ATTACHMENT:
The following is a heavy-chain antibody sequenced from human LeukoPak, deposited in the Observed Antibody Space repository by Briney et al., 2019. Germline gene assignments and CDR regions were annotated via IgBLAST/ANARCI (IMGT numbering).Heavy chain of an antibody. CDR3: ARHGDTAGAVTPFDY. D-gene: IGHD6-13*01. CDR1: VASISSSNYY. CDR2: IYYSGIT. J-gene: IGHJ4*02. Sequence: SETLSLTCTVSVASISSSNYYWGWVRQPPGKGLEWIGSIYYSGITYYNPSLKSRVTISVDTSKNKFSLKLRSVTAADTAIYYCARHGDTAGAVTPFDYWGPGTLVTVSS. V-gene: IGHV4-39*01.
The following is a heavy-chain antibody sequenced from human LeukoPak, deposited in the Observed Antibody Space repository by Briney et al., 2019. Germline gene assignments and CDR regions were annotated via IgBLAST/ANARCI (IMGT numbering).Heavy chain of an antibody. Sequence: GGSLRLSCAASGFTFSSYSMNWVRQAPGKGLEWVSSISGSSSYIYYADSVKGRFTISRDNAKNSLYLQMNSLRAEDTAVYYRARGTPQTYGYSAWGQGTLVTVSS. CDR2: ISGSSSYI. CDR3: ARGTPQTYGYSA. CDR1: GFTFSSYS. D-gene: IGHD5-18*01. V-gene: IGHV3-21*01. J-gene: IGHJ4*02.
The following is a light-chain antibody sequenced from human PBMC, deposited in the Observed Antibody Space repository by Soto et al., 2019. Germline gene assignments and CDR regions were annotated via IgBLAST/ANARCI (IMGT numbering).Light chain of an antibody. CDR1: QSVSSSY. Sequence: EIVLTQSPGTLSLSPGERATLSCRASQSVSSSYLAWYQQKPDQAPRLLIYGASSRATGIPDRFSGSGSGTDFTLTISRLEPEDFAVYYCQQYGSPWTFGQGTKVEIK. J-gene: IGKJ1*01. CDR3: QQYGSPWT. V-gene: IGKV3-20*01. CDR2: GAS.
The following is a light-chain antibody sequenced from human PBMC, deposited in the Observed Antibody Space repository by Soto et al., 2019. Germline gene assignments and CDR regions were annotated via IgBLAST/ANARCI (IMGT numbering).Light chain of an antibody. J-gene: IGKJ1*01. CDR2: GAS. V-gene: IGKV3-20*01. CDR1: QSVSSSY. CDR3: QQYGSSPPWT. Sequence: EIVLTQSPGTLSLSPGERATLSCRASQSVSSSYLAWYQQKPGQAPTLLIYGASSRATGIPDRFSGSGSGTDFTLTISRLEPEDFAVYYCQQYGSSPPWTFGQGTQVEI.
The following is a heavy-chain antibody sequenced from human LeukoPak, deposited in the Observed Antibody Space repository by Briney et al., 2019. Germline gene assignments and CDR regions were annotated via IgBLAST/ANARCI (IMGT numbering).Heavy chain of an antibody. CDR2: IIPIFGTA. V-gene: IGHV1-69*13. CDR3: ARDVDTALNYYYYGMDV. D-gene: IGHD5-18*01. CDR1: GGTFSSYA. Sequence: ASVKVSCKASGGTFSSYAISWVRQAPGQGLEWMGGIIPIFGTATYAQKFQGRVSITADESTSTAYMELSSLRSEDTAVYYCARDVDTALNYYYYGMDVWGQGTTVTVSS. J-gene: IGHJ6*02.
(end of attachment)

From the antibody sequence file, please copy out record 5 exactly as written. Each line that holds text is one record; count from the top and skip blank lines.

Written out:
The following is a heavy-chain antibody sequenced from human LeukoPak, deposited in the Observed Antibody Space repository by Briney et al., 2019. Germline gene assignments and CDR regions were annotated via IgBLAST/ANARCI (IMGT numbering).Heavy chain of an antibody. CDR2: IIPIFGTA. V-gene: IGHV1-69*13. CDR3: ARDVDTALNYYYYGMDV. D-gene: IGHD5-18*01. CDR1: GGTFSSYA. Sequence: ASVKVSCKASGGTFSSYAISWVRQAPGQGLEWMGGIIPIFGTATYAQKFQGRVSITADESTSTAYMELSSLRSEDTAVYYCARDVDTALNYYYYGMDVWGQGTTVTVSS. J-gene: IGHJ6*02.